Taking our pulse on health care
NationalPost.com – Opinions
Published: Wednesday, March 10, 2010
This week the Canadian Medical Association released the outcome of a national Ipsos Reid opinion poll on health-care. The results are striking.
According to the poll, 44% of Canadians surveyed this year strongly agree that “health-care costs will rise sharply, thereby increasing the demand for public funds.” About the same percentage of respondents (45%) held this view in 2000, as well. However, over the past decade, the number of respondents who strongly agree that “The demand for health care will increase, but we will be able to contain costs by operating the health-care system more efficiently” fell by half, from 29% to 14%.
This year’s survey further found that 50% of respondents agree that the best way to slow down growing costs is to find efficiencies in the health system, but only 32% are confident the government will succeed in doing so. Fifty-nine percent completely or somewhat agree that due to the rising cost of universal healthcare, governments won’t be able to afford the current health-care system while continuing to provide services like education, transportation and support for the unemployed.
Forty-six percent of the respondents think that increases in health-care spending should be funded by patients paying for part of of their care. Only 32% would increase taxes to fund such increases, while 22% would cut other spending to do so. A patient-payer option was preferred by a 2-to-1 margin over raising taxes; the options presented to respondents were a government-administered Canada Pension Plan-type health fund and a RRSP-type health fund. Put these results together and what do you get? Canadians are concerned about spiralling healthcare costs; they don’t believe the government can contain them through efficiencies; they are concerned these costs will eat into other priorities. The answer lies in patients paying more through compulsory plans or voluntary levies.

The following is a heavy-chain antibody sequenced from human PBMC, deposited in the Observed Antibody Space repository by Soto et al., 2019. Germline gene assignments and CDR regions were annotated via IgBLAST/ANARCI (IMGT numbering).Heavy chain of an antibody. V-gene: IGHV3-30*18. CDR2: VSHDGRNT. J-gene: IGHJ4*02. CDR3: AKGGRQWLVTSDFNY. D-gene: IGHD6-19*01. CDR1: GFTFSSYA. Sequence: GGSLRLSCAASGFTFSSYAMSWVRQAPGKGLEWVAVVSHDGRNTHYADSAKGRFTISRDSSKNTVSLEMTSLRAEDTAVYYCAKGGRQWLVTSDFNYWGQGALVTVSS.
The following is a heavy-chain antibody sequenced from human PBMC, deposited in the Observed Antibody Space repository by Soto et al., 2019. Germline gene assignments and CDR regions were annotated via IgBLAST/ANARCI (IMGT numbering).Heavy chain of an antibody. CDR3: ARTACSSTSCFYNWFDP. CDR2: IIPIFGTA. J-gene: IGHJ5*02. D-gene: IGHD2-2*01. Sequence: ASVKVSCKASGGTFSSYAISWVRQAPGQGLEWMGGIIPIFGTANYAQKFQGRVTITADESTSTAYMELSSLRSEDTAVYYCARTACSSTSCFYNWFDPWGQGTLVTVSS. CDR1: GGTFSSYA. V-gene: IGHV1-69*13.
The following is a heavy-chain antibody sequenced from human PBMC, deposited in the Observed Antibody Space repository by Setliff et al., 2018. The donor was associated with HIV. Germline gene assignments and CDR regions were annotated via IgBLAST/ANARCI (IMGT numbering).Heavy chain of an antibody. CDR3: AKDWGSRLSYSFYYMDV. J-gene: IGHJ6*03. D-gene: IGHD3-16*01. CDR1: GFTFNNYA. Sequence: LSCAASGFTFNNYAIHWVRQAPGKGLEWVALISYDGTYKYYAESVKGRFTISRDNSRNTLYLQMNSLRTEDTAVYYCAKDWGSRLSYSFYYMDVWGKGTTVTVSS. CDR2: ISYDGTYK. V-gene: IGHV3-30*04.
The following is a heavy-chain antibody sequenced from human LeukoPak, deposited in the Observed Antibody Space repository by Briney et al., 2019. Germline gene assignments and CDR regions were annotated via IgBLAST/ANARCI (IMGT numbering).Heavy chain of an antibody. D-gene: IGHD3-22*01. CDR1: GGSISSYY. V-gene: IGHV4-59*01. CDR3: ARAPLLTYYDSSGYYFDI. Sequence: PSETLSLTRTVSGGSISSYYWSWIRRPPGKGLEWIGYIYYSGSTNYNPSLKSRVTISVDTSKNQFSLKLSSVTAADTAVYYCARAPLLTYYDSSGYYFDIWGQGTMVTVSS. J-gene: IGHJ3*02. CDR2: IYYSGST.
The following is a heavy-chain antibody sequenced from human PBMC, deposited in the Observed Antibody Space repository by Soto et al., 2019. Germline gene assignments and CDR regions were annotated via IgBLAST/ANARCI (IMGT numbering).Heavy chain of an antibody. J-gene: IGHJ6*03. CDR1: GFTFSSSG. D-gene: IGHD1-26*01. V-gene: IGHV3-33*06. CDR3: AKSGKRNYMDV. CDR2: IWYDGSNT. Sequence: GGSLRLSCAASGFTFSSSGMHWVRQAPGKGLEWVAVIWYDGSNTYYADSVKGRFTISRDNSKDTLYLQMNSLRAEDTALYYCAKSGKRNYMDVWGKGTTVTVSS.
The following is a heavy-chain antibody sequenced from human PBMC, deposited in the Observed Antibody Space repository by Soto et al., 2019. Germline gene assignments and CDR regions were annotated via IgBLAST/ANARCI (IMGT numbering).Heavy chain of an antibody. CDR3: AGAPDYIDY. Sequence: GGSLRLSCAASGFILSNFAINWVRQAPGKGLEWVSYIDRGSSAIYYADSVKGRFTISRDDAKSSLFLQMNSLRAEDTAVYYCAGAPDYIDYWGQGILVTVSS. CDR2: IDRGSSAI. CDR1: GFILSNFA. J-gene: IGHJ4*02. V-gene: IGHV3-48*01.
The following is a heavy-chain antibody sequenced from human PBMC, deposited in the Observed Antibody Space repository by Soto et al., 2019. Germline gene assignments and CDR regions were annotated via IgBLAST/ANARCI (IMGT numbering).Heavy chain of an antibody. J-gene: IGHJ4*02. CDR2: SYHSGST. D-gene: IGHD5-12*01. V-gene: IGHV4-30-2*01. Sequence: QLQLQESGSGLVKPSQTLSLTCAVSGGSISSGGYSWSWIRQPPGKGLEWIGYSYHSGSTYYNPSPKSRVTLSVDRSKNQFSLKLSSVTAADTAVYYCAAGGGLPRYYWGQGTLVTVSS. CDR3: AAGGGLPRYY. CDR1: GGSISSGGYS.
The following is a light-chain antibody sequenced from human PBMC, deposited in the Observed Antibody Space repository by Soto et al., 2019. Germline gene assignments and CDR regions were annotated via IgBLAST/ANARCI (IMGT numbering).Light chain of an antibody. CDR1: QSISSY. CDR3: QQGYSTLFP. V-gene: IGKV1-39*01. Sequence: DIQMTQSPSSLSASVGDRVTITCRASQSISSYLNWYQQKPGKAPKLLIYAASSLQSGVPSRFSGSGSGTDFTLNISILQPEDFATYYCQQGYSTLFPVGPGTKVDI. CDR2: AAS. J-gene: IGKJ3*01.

This sounds exactly like the practice in European countries, such as Switzerland, of requiring individuals to subscribe to private health insurance plans, through which they can purchase the care of their choice in either the public or private sector. Nowhere in the survey did the CMA offer this option. But read between the lines, and this is the logical conclusion to draw.
A Canada Pension Plan-type health fund is not going to cut it. If the public doesn’t trust the government to find efficiencies in the system, why should they trust it to administer a “health version” of the CPP? CPP contributions are merely taxes by another name. In contrast, subscribing to private health insurance would ensure a competitive marketplace, lower rates and better administered plans than another government bureaucracy.
Including private health-care delivery options would also ease the burden on the public system. And it would provide competition, which would encourage the public system to find those efficiencies Canadians would like to see, but don’t trust the government to discover.
Private care should no longer be the elephant in the room. We commend the CMA for taking the pulse of Canadians on these critical issues. But we hope next time it will include questions about the private options that promise to make our medical system that much healthier.
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